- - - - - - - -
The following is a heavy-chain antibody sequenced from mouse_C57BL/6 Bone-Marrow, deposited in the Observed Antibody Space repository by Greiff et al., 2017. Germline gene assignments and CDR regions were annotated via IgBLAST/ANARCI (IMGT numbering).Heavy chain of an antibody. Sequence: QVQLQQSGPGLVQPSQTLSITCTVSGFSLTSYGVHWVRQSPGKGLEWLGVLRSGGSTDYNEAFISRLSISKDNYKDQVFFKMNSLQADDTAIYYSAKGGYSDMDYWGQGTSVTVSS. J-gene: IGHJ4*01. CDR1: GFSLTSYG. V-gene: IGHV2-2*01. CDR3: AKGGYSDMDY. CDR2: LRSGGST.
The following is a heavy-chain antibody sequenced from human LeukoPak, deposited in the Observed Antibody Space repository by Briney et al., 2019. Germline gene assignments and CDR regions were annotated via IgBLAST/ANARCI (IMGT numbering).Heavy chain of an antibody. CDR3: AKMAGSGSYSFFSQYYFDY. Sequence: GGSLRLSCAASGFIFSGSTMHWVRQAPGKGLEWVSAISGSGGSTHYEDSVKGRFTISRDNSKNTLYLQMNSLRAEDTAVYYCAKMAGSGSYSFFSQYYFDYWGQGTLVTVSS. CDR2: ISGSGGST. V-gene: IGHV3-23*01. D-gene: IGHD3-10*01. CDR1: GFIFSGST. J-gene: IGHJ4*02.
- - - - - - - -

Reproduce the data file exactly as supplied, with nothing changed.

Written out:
The following is a heavy-chain antibody sequenced from mouse_C57BL/6 Bone-Marrow, deposited in the Observed Antibody Space repository by Greiff et al., 2017. Germline gene assignments and CDR regions were annotated via IgBLAST/ANARCI (IMGT numbering).Heavy chain of an antibody. Sequence: QVQLQQSGPGLVQPSQTLSITCTVSGFSLTSYGVHWVRQSPGKGLEWLGVLRSGGSTDYNEAFISRLSISKDNYKDQVFFKMNSLQADDTAIYYSAKGGYSDMDYWGQGTSVTVSS. J-gene: IGHJ4*01. CDR1: GFSLTSYG. V-gene: IGHV2-2*01. CDR3: AKGGYSDMDY. CDR2: LRSGGST.
The following is a heavy-chain antibody sequenced from human LeukoPak, deposited in the Observed Antibody Space repository by Briney et al., 2019. Germline gene assignments and CDR regions were annotated via IgBLAST/ANARCI (IMGT numbering).Heavy chain of an antibody. CDR3: AKMAGSGSYSFFSQYYFDY. Sequence: GGSLRLSCAASGFIFSGSTMHWVRQAPGKGLEWVSAISGSGGSTHYEDSVKGRFTISRDNSKNTLYLQMNSLRAEDTAVYYCAKMAGSGSYSFFSQYYFDYWGQGTLVTVSS. CDR2: ISGSGGST. V-gene: IGHV3-23*01. D-gene: IGHD3-10*01. CDR1: GFIFSGST. J-gene: IGHJ4*02.